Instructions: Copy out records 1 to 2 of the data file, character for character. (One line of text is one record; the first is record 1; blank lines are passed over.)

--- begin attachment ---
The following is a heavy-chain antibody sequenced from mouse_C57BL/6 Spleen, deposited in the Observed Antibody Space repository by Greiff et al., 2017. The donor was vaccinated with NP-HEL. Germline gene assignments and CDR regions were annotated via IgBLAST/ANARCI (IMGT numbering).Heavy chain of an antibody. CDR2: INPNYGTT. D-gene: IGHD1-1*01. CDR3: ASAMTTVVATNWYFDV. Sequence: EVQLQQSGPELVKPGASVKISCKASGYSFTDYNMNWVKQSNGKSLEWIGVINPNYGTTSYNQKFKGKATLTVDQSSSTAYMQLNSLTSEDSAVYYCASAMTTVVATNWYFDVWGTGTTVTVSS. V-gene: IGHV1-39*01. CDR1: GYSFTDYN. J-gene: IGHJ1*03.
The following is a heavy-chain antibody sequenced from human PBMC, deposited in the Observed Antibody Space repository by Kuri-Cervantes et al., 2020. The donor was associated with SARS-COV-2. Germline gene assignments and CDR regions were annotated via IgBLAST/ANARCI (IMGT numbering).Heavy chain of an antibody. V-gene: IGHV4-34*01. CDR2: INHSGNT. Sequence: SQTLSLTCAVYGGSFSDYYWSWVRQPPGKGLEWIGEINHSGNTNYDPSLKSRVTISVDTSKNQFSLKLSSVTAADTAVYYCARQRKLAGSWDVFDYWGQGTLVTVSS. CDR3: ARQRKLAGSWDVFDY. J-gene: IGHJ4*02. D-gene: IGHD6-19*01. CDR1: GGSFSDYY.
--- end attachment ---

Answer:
The following is a heavy-chain antibody sequenced from mouse_C57BL/6 Spleen, deposited in the Observed Antibody Space repository by Greiff et al., 2017. The donor was vaccinated with NP-HEL. Germline gene assignments and CDR regions were annotated via IgBLAST/ANARCI (IMGT numbering).Heavy chain of an antibody. CDR2: INPNYGTT. D-gene: IGHD1-1*01. CDR3: ASAMTTVVATNWYFDV. Sequence: EVQLQQSGPELVKPGASVKISCKASGYSFTDYNMNWVKQSNGKSLEWIGVINPNYGTTSYNQKFKGKATLTVDQSSSTAYMQLNSLTSEDSAVYYCASAMTTVVATNWYFDVWGTGTTVTVSS. V-gene: IGHV1-39*01. CDR1: GYSFTDYN. J-gene: IGHJ1*03.
The following is a heavy-chain antibody sequenced from human PBMC, deposited in the Observed Antibody Space repository by Kuri-Cervantes et al., 2020. The donor was associated with SARS-COV-2. Germline gene assignments and CDR regions were annotated via IgBLAST/ANARCI (IMGT numbering).Heavy chain of an antibody. V-gene: IGHV4-34*01. CDR2: INHSGNT. Sequence: SQTLSLTCAVYGGSFSDYYWSWVRQPPGKGLEWIGEINHSGNTNYDPSLKSRVTISVDTSKNQFSLKLSSVTAADTAVYYCARQRKLAGSWDVFDYWGQGTLVTVSS. CDR3: ARQRKLAGSWDVFDY. J-gene: IGHJ4*02. D-gene: IGHD6-19*01. CDR1: GGSFSDYY.